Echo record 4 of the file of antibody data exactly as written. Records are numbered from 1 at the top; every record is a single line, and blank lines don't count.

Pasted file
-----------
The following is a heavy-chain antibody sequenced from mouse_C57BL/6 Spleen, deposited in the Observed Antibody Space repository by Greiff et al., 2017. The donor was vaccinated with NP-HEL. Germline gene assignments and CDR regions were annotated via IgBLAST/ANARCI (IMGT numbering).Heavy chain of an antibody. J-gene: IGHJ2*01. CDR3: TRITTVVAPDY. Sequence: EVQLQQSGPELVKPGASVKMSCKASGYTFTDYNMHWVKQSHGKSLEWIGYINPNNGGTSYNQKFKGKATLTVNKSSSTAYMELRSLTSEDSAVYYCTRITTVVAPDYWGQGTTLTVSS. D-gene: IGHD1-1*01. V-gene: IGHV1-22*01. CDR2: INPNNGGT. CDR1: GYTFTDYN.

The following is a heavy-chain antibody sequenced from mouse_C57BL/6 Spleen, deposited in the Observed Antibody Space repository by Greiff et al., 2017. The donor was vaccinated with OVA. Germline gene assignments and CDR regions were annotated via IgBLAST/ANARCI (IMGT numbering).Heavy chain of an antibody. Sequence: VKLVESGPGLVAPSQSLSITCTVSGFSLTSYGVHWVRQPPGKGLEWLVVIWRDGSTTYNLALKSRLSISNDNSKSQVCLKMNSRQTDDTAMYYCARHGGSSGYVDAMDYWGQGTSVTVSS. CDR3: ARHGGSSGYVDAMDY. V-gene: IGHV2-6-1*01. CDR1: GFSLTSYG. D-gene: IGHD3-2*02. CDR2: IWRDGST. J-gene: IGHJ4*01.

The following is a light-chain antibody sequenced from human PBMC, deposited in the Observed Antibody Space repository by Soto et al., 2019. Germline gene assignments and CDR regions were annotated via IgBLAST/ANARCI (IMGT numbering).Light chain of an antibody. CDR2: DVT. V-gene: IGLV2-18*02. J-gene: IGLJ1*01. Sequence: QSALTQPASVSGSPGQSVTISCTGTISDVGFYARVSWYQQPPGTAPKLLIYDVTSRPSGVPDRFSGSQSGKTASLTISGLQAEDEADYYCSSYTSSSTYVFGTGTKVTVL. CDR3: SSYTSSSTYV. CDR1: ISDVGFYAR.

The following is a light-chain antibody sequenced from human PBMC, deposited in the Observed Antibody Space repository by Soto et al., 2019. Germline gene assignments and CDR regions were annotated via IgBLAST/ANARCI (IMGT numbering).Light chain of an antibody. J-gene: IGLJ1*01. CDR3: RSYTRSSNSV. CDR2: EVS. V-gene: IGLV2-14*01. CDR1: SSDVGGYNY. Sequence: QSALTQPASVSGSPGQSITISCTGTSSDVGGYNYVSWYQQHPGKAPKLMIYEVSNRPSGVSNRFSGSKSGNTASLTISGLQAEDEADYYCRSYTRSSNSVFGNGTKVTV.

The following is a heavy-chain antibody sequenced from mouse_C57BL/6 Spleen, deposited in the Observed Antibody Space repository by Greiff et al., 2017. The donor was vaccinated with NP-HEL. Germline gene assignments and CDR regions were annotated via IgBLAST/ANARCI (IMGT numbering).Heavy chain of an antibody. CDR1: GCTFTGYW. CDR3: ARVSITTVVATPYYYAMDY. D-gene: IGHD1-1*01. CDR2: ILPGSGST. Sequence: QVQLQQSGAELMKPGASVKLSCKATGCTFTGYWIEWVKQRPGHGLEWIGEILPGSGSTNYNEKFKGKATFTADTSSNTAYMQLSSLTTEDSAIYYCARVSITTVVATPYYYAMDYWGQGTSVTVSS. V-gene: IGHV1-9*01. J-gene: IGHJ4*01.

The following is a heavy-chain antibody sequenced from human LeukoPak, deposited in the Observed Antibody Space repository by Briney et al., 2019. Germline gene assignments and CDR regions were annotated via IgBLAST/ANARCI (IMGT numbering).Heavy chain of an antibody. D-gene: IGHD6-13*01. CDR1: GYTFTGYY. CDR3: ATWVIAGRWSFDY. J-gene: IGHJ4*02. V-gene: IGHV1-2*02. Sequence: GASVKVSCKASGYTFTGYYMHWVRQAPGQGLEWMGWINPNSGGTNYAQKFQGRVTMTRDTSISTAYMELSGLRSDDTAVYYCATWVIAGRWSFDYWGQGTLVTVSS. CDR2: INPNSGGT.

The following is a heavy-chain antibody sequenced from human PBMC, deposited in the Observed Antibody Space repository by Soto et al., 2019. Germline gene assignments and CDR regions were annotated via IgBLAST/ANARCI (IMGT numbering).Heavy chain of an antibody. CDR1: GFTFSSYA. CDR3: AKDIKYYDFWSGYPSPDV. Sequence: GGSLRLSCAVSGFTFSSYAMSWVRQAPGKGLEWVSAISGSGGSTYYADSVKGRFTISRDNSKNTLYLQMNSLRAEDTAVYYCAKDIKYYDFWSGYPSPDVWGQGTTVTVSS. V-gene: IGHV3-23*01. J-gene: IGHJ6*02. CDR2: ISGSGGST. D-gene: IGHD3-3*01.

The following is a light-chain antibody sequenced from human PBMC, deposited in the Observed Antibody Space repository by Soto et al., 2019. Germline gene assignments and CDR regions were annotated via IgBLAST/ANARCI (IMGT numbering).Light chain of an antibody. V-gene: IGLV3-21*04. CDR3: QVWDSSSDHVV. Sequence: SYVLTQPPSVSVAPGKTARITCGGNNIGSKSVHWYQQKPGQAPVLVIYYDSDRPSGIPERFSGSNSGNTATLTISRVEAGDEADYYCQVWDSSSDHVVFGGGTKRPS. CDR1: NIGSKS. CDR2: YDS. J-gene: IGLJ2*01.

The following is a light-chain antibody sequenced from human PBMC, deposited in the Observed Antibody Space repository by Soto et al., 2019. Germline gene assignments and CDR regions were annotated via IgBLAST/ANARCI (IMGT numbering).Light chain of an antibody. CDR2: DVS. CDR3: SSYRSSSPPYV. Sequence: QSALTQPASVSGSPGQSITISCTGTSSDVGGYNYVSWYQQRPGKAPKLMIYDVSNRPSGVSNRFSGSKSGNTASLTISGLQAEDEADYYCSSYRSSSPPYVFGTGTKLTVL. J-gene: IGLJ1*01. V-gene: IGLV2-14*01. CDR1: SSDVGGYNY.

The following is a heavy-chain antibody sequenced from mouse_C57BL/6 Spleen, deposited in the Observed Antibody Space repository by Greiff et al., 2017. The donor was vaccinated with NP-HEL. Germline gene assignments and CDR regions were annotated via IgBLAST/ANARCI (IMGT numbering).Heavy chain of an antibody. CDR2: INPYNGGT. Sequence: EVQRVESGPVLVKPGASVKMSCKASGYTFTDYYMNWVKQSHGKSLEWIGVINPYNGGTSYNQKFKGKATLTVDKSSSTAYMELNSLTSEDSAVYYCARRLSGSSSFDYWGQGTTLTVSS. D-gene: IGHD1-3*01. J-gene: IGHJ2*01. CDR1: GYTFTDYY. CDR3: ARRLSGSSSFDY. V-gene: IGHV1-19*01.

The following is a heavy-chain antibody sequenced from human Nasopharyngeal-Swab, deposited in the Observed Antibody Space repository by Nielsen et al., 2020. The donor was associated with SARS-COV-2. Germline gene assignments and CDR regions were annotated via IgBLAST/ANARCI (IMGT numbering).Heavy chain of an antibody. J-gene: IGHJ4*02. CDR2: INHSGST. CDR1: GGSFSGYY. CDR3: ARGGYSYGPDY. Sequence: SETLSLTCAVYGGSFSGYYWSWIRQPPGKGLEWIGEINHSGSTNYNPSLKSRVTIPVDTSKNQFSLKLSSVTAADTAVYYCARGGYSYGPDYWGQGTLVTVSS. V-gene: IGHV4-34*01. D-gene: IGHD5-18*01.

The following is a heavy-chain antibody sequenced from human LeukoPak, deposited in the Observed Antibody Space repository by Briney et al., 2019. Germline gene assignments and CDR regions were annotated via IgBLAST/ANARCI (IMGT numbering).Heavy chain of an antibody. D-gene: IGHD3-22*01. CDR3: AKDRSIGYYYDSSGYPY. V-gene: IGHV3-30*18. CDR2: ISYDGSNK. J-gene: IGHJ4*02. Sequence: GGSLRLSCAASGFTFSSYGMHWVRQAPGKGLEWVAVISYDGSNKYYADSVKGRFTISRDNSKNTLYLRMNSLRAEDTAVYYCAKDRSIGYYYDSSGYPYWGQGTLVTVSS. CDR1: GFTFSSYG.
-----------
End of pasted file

The following is a light-chain antibody sequenced from human PBMC, deposited in the Observed Antibody Space repository by Soto et al., 2019. Germline gene assignments and CDR regions were annotated via IgBLAST/ANARCI (IMGT numbering).Light chain of an antibody. J-gene: IGLJ1*01. CDR3: RSYTRSSNSV. CDR2: EVS. V-gene: IGLV2-14*01. CDR1: SSDVGGYNY. Sequence: QSALTQPASVSGSPGQSITISCTGTSSDVGGYNYVSWYQQHPGKAPKLMIYEVSNRPSGVSNRFSGSKSGNTASLTISGLQAEDEADYYCRSYTRSSNSVFGNGTKVTV.